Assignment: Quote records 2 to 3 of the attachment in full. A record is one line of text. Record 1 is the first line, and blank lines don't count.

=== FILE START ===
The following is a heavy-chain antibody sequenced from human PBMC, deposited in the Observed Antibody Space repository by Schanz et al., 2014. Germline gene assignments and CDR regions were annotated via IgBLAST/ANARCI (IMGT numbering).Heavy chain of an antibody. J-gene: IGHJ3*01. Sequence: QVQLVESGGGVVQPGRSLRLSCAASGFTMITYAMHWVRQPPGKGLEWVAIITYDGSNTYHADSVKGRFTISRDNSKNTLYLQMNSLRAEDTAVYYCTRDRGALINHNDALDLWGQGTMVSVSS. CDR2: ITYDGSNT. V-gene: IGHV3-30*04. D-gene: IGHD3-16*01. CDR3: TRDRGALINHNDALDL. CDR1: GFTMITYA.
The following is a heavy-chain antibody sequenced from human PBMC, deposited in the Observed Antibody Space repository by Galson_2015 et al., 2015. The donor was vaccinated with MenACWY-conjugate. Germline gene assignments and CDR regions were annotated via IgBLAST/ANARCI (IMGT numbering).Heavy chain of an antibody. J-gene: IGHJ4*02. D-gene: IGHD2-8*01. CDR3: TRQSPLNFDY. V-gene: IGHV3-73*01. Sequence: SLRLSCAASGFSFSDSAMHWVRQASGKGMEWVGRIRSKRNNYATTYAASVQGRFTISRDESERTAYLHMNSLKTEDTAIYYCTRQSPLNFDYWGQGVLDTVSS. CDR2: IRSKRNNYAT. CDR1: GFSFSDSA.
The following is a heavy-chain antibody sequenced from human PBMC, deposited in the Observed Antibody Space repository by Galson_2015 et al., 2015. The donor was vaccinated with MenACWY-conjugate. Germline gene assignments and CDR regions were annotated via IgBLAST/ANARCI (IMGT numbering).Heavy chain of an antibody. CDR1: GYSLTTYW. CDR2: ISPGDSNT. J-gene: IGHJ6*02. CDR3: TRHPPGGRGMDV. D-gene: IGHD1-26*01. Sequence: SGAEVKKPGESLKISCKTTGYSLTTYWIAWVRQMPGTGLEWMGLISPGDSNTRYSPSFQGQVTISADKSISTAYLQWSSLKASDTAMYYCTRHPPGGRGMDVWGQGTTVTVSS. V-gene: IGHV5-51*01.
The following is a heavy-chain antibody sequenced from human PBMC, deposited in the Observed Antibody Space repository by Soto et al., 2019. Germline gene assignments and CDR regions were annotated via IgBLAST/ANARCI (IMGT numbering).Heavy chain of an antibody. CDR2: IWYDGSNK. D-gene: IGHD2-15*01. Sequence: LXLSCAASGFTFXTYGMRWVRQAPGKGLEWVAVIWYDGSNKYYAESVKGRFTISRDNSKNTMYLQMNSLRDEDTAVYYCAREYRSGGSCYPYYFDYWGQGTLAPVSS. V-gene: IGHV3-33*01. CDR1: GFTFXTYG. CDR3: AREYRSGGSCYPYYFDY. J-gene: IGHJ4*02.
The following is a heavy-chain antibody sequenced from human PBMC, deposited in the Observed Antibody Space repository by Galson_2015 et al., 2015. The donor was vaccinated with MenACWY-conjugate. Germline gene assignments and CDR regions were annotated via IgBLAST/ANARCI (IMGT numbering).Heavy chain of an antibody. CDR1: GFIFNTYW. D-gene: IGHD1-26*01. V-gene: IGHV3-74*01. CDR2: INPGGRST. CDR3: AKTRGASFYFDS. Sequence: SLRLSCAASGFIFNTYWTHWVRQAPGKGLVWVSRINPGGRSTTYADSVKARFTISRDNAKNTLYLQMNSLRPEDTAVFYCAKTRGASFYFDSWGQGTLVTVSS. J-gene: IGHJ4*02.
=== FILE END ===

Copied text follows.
The following is a heavy-chain antibody sequenced from human PBMC, deposited in the Observed Antibody Space repository by Galson_2015 et al., 2015. The donor was vaccinated with MenACWY-conjugate. Germline gene assignments and CDR regions were annotated via IgBLAST/ANARCI (IMGT numbering).Heavy chain of an antibody. J-gene: IGHJ4*02. D-gene: IGHD2-8*01. CDR3: TRQSPLNFDY. V-gene: IGHV3-73*01. Sequence: SLRLSCAASGFSFSDSAMHWVRQASGKGMEWVGRIRSKRNNYATTYAASVQGRFTISRDESERTAYLHMNSLKTEDTAIYYCTRQSPLNFDYWGQGVLDTVSS. CDR2: IRSKRNNYAT. CDR1: GFSFSDSA.
The following is a heavy-chain antibody sequenced from human PBMC, deposited in the Observed Antibody Space repository by Galson_2015 et al., 2015. The donor was vaccinated with MenACWY-conjugate. Germline gene assignments and CDR regions were annotated via IgBLAST/ANARCI (IMGT numbering).Heavy chain of an antibody. CDR1: GYSLTTYW. CDR2: ISPGDSNT. J-gene: IGHJ6*02. CDR3: TRHPPGGRGMDV. D-gene: IGHD1-26*01. Sequence: SGAEVKKPGESLKISCKTTGYSLTTYWIAWVRQMPGTGLEWMGLISPGDSNTRYSPSFQGQVTISADKSISTAYLQWSSLKASDTAMYYCTRHPPGGRGMDVWGQGTTVTVSS. V-gene: IGHV5-51*01.